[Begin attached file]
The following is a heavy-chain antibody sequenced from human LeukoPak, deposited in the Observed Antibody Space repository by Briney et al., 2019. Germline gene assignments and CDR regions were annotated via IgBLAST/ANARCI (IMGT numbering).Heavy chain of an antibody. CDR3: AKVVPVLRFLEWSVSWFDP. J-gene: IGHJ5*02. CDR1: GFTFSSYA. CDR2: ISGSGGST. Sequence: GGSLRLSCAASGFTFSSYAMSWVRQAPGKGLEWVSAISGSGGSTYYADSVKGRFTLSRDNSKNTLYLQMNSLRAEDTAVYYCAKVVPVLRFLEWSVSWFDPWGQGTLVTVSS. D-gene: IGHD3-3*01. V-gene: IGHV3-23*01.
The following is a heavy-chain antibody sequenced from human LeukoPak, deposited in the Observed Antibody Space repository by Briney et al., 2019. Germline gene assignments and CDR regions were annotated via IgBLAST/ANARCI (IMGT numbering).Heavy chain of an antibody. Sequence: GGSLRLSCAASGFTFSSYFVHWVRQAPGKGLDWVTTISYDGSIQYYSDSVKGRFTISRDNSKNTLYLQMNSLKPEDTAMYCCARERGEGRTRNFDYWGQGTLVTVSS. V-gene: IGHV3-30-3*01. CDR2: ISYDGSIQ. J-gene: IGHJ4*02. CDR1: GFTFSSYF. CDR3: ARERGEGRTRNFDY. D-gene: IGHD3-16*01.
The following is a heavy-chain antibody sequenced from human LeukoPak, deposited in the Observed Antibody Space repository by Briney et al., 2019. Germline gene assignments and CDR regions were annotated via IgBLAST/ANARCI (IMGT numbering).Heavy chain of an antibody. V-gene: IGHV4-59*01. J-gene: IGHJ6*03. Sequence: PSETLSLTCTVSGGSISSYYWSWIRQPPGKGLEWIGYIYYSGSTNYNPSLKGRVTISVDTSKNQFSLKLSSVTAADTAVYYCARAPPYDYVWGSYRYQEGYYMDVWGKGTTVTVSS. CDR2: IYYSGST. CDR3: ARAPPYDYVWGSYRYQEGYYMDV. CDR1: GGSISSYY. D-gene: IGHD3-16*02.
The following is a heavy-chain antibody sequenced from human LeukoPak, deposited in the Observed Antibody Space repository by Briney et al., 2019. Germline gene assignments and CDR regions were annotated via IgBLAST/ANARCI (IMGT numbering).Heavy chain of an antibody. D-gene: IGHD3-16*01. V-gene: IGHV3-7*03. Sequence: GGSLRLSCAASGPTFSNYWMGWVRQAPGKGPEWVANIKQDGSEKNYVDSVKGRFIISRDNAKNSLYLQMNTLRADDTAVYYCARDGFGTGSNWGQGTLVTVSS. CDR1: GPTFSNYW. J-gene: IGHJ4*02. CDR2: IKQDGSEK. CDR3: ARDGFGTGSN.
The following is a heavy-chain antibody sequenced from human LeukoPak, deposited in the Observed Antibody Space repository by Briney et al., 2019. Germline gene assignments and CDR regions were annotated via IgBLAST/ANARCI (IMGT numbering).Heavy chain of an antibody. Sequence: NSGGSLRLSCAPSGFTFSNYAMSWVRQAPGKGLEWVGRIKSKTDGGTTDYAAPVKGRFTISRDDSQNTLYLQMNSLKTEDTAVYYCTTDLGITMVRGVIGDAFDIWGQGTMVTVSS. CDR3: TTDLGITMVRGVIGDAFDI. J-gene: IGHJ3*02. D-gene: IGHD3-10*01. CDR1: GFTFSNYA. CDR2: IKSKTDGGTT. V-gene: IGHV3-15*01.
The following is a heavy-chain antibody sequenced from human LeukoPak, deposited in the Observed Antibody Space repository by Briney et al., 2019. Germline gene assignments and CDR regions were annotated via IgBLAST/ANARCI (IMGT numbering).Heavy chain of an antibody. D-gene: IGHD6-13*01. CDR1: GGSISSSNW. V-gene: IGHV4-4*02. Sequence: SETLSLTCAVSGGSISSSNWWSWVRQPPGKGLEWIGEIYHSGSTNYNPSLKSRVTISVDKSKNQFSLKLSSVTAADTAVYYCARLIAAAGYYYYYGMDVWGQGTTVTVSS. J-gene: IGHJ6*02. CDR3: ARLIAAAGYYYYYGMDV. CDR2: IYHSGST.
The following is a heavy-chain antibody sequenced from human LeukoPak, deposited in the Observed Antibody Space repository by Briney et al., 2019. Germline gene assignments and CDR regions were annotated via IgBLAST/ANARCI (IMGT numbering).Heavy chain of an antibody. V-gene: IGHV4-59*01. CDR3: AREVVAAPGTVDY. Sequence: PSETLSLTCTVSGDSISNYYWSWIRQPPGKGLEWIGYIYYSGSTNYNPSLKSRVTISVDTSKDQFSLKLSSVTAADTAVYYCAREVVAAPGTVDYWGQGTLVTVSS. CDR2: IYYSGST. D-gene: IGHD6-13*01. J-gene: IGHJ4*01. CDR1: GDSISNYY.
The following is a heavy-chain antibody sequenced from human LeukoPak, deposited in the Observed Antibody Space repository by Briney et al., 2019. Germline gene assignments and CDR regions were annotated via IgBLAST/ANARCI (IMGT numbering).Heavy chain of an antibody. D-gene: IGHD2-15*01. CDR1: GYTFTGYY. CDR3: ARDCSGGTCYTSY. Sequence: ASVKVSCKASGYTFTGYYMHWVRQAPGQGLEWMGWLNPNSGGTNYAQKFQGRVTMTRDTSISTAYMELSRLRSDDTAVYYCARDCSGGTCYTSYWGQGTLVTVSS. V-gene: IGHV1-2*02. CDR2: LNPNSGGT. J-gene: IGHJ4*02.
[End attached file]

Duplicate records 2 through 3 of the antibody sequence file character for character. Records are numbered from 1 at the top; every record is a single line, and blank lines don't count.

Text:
The following is a heavy-chain antibody sequenced from human LeukoPak, deposited in the Observed Antibody Space repository by Briney et al., 2019. Germline gene assignments and CDR regions were annotated via IgBLAST/ANARCI (IMGT numbering).Heavy chain of an antibody. Sequence: GGSLRLSCAASGFTFSSYFVHWVRQAPGKGLDWVTTISYDGSIQYYSDSVKGRFTISRDNSKNTLYLQMNSLKPEDTAMYCCARERGEGRTRNFDYWGQGTLVTVSS. V-gene: IGHV3-30-3*01. CDR2: ISYDGSIQ. J-gene: IGHJ4*02. CDR1: GFTFSSYF. CDR3: ARERGEGRTRNFDY. D-gene: IGHD3-16*01.
The following is a heavy-chain antibody sequenced from human LeukoPak, deposited in the Observed Antibody Space repository by Briney et al., 2019. Germline gene assignments and CDR regions were annotated via IgBLAST/ANARCI (IMGT numbering).Heavy chain of an antibody. V-gene: IGHV4-59*01. J-gene: IGHJ6*03. Sequence: PSETLSLTCTVSGGSISSYYWSWIRQPPGKGLEWIGYIYYSGSTNYNPSLKGRVTISVDTSKNQFSLKLSSVTAADTAVYYCARAPPYDYVWGSYRYQEGYYMDVWGKGTTVTVSS. CDR2: IYYSGST. CDR3: ARAPPYDYVWGSYRYQEGYYMDV. CDR1: GGSISSYY. D-gene: IGHD3-16*02.